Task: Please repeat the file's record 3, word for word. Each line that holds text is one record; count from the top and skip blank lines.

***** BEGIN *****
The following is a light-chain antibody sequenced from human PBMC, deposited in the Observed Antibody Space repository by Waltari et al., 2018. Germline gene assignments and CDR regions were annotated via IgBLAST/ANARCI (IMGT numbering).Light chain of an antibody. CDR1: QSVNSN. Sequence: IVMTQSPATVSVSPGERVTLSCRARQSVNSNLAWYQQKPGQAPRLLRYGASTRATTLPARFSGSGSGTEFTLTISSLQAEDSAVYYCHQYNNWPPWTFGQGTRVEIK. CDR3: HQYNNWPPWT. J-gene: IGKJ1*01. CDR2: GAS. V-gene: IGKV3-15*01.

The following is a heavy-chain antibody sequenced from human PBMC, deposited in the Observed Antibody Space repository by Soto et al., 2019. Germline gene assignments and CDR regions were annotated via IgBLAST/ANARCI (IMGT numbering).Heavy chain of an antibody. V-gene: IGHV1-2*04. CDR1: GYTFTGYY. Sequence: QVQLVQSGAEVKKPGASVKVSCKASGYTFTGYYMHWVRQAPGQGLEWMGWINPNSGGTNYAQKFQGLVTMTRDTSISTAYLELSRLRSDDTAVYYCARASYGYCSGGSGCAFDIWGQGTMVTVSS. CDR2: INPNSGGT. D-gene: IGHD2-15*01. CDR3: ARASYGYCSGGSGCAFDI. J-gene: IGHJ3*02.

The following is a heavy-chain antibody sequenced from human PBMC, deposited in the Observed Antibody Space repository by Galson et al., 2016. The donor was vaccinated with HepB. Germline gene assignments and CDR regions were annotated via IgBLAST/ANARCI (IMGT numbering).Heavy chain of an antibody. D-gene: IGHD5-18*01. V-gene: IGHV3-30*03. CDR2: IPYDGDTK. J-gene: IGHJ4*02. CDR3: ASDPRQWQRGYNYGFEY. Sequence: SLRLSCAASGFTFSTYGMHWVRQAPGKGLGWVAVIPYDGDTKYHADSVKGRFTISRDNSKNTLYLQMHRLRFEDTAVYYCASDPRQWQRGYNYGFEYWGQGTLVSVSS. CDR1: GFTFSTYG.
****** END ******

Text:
The following is a heavy-chain antibody sequenced from human PBMC, deposited in the Observed Antibody Space repository by Galson et al., 2016. The donor was vaccinated with HepB. Germline gene assignments and CDR regions were annotated via IgBLAST/ANARCI (IMGT numbering).Heavy chain of an antibody. D-gene: IGHD5-18*01. V-gene: IGHV3-30*03. CDR2: IPYDGDTK. J-gene: IGHJ4*02. CDR3: ASDPRQWQRGYNYGFEY. Sequence: SLRLSCAASGFTFSTYGMHWVRQAPGKGLGWVAVIPYDGDTKYHADSVKGRFTISRDNSKNTLYLQMHRLRFEDTAVYYCASDPRQWQRGYNYGFEYWGQGTLVSVSS. CDR1: GFTFSTYG.